Microsoft is officially ending its extended support for Windows Server 2003 on July 14, 2015. This means the company will stop providing patches to fix security vulnerabilities or newly discovered defects in the code, much like Windows XP when its extended support came to an end in April last year.
Arun Ulagaratchagan, general manager, Cloud and Enterprise Group, Microsoft Asia Pacific, says in a blog post the difference here is while those upgrading from Windows XP had to deal with application migration challenges migrating from Windows Server 2003 is typically a much longer, planned and complex process.
“Which begs the question that many CIOs and data centre managers are asking themselves: why the urgency to migrate from Windows Server 2003 if the current servers work just fine?” he says.
Ulagaratchagan says CIOs question the extra cost, man-hours and the risk of possible downtime of the system in order to upgrade something that is serves the organisation well.
“Not surprisingly, many CIOs that we speak with in the region that are still running Windows Server 2003 continue to work with the notion that they are immune to security risks and compliance issues,” he says.
“Most of them are also confident that the data and applications that sit on these servers can still serve the mobile-first and cloud-first world that we live in today. In fact, many business leaders believe they can save money by not investing to upgrade their servers. Nothing can be further from the truth.”
Ulagaratchagan says an average migration for Windows Server takes about 200 days to complete. With less than 250 days before Microsoft ends its extended support for Windows Server 2003, the time is now to start planning for the migration before it is too late.
Ulagaratchagan discusses some of the common misconceptions that Microsoft is hearing from CIOs and data centre managers in the Asia pacific region.
1. Compliance Without support for its servers, enterprises run the risk of not complying to the latest regulatory standards. This is particularly crucial for mission-critical industries such as healthcare and financial services.
For instance, the lack of payment card industry (PCI) compliance may result in the inability to provide credit card payment options.
Benefits of migrating: Being able to comply to the latest regulatory standards can help a company avoid fines or in some cases, avoid being cut off by partners keen to protect their own compliance standards.
2. Security Considering that Microsoft released more than 30 critical updates for Windows Server 2003 in 2013 alone, security issues will likely be a major risk for enterprises still running the 11-year-old server systems once Microsoft stops providing patches to fix potential vulnerabilities.
Benefits of migrating: Not having to worry about server security means the business can continue to run optimally without any downtime.
3. Costs While upgrading servers can be an expensive affair, the fact is, holding out on the migration from Windows Server 2003 may cost more in the long run.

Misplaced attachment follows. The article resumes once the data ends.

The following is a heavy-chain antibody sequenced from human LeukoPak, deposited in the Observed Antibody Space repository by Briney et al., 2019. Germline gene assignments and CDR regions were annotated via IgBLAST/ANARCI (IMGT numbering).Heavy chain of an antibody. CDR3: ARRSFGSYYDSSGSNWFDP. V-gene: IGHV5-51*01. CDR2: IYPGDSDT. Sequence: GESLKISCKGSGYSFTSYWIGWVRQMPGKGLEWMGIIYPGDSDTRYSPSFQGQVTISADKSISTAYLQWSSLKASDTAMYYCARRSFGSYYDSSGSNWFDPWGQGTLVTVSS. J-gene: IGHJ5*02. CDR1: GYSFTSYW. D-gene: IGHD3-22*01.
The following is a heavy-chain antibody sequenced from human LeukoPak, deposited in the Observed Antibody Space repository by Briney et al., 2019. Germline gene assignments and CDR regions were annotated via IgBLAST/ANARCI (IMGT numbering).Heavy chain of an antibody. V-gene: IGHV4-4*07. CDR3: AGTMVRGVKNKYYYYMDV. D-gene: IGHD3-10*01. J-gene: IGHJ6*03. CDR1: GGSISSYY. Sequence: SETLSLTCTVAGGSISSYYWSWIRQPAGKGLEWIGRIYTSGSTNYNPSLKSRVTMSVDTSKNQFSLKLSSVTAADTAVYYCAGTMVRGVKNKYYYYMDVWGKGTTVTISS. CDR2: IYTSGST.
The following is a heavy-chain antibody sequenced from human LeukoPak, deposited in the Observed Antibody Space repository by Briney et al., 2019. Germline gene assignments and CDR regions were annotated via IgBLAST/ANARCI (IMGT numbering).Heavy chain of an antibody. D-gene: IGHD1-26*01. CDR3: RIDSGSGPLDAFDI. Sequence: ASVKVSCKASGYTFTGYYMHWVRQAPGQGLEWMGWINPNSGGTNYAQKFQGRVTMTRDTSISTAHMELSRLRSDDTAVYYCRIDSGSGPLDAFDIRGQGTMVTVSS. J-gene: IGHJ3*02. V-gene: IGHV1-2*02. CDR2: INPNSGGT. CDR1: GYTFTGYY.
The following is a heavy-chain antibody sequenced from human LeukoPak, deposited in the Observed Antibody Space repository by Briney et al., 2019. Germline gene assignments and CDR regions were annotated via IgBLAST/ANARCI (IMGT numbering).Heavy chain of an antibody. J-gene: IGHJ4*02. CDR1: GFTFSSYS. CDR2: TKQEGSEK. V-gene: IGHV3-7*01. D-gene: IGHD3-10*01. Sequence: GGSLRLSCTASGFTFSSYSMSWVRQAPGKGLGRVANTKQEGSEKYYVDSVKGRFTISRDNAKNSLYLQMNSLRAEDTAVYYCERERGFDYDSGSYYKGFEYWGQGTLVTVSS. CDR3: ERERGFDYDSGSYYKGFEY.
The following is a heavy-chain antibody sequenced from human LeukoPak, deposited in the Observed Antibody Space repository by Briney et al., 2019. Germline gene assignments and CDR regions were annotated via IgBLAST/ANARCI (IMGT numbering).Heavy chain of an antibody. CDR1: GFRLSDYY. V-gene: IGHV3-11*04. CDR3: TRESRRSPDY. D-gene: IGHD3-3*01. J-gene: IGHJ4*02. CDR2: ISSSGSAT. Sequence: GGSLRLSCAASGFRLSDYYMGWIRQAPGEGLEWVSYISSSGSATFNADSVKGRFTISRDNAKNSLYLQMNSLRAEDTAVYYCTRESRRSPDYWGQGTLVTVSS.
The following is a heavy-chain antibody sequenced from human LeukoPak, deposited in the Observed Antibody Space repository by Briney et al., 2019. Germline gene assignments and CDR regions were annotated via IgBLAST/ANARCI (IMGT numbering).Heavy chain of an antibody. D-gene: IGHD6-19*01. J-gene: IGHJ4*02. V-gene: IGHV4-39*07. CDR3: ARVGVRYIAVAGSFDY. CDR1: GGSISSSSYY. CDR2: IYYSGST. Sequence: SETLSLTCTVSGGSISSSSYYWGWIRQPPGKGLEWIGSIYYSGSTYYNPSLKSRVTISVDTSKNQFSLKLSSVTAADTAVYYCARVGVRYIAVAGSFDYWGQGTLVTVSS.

In many instances, more resources have to put into supporting the outdated servers (for example, to purchase additional firewall or network segmentation) or finding workaround solutions. There is also the additional cost of regular audits required for running outdated software and these audits can be expensive.
Customer support agreements which typically involve a 6- or 7-figure sum for an extension of support can only buy you a bit more time.
Benefits of migrating: Contrary to what most people think, migrating to the latest server OS can bring about more cost-savings in the longer term. In fact, a Forrester study showed that customers who have upgraded to the latest Windows Server 2012 R2 (from either Windows Server 2008 or 2012) estimates a six-month payback period and a 3-year risk adjusted return on investment (ROI) for a composite organisation of 15,000 employees.
4. Competitive edge A decade-old operating system like the Windows Server 2003 is not created to support the mobile-first, cloud-first world of today. As such, it is unlikely to optimally support the latest business needs such as cloud deployment, mobility and Bring Your Own Device (BYOD).
Benefits of migrating: The agility to be able to quickly deploy the latest features to meet the needs of your customers and users is what gives an organisation the edge over its competitors.
Just like how most people dread visiting the dentist, there is no denying that server migrations can be a challenging and daunting undertaking for many organisations. But they are also opportunities for companies to reassess their server strategy to ensure that they continue to stay ahead of the competition.
“Time is running out for CIOs to migrate to a modern cloud-optimised infrastructure,” says Ulagaratchagan. “Given proper planning and the right tools, the journey of upgrading from Windows Server 2003 can be both painless and beneficial for the company.”